TOKYO — Mass-market Toyota is about to get a fresh infusion of advanced active safety technology from its premium marque sister, Lexus.
The systems will enable Toyota-brand vehicles to automatically steer around pedestrians, slow around corners and even pull over by themselves when the driver is incapacitated.
Another will override drivers if they mix up the brake and gas pedals.
Toyota vehicles will start getting the new technologies this summer in Japan. The intent is to deploy them to other global markets, but it is uncertain when they might arrive in the United States. Different U.S. regulations and driving conditions mean it may take longer to tailor the technology for overseas.
Toyota Motor Corp. announced the plan this month at a safety briefing with Seigo Kuzumaki, the manufacturer's fellow for advanced r&d and engineering and an automated-driving expert.
The automaker is migrating Lexus active safety technologies to Toyota as part of the Toyota Safety Sense suite of driver-assist systems. The idea is to introduce cutting-edge technologies in the upmarket premium brand, where their costs can better be absorbed, and then fan them out to volume models once costs come down.
Toyota Safety Sense launched in 2015 and received a second-generation upgrade in 2018 with such advanced capabilities as nighttime pre-crash braking for pedestrians, pre-crash braking for bicyclists, lane-tracing assist and road-sign recognition.
The Lexus version, called Lexus Safety System +A, has three functions that will now migrate to Toyota: An emergency steering assist will help automatically steer a car around a pedestrian, and a second function will automatically reduce a car's speed while going around curves using radar cruise control. The latter helps the vehicle keep its lane.
Also on tap for Toyota, previously offered on Lexus, is a driver emergency-stop-assist system. That technology automatically slows a vehicle to a stop and calls for help when it detects a problem with the driver, such as sudden unconsciousness or other health issues.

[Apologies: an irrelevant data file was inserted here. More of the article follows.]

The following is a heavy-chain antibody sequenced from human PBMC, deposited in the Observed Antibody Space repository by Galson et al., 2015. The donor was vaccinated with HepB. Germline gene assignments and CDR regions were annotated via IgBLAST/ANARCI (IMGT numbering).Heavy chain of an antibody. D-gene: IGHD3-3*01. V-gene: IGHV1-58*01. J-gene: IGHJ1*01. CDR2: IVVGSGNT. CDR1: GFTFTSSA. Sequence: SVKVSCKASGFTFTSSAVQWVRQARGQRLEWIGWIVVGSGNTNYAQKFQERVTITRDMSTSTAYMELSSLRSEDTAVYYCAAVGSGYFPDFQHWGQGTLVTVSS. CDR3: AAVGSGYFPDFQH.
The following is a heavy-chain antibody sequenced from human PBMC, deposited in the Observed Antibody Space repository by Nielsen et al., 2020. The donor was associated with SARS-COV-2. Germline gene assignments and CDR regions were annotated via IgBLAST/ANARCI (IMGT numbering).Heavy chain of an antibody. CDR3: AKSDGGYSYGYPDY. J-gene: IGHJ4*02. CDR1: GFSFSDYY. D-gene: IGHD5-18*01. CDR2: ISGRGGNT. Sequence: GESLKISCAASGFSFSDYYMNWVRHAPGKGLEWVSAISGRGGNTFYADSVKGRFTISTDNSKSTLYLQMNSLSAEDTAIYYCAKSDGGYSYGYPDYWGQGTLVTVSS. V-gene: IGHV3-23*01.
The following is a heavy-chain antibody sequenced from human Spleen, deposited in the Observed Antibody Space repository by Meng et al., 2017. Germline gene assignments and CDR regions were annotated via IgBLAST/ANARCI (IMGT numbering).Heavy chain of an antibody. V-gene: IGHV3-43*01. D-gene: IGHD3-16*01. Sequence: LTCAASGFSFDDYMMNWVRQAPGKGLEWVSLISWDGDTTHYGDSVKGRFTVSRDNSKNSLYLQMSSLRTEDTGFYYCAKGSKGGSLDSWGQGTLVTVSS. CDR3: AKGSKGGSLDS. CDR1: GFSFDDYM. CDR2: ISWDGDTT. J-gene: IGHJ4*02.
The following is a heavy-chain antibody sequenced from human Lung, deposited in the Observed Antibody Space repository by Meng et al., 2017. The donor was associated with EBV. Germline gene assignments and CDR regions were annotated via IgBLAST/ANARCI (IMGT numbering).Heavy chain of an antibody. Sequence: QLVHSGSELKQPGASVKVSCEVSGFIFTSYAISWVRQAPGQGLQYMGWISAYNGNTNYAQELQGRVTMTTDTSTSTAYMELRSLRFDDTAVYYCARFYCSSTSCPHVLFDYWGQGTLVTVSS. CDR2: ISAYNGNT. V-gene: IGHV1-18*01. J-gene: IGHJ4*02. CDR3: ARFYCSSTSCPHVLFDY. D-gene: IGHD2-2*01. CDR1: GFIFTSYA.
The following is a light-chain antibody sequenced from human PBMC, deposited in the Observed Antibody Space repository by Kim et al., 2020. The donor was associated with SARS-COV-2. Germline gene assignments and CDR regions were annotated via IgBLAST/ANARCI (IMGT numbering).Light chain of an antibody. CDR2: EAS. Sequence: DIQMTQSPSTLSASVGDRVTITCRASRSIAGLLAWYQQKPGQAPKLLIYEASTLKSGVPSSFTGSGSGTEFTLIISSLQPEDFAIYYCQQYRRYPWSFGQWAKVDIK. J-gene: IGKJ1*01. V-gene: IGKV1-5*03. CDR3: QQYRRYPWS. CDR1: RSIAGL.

Separately, Toyota also said it will deploy a recently developed system that suppresses unintended acceleration when the driver mistakenly punches the accelerator. The Japan-market debut of that system comes as Toyota and other Japanese carmakers address a surge in accidents among elderly drivers in Japan, which is experiencing a rapidly aging populace.
The number of fatal accidents involving drivers age 75 or older in Japan more than doubled from 381 deaths in 2007 to 791 in 2019, Toyota said. And mistaking the accelerator for the brake was cited as a leading cause.
"We thought something needed to be done," Kuzumaki said. "This will have a big impact."
Toyota's countermeasure uses software to suppress acceleration when the onboard computer deems it to likely be the result of a misapplied pedal. It works at speeds up to 30 km/h (19 mph).
The technology, which Toyota calls an acceleration suppression function, uses the existing hardware of the brand's Toyota Safety Sense system and relies on new software to judge when drivers hit the gas instead of the brake.
The system relies on data collected through vehicle DCMs, or data communication modules. Toyota has installed DCMs in 1.8 million vehicles on Japanese roads since 2002.
The DCMs relay data about such vehicle operations as acceleration position, braking activity and turn-signal use. The data becomes the basis for algorithms that help guard against unintended acceleration.
Acceleration suppression comes on the heels of two other new technologies that Toyota is adding to its lineup with the redesigned Yaris small car arriving this year. They include a pre-crash emergency braking system that works in intersections, and an automatic parking system that self-parks the Yaris by controlling the steering, brake and accelerator. A driver only needs to put the car in reverse, and the system does the rest.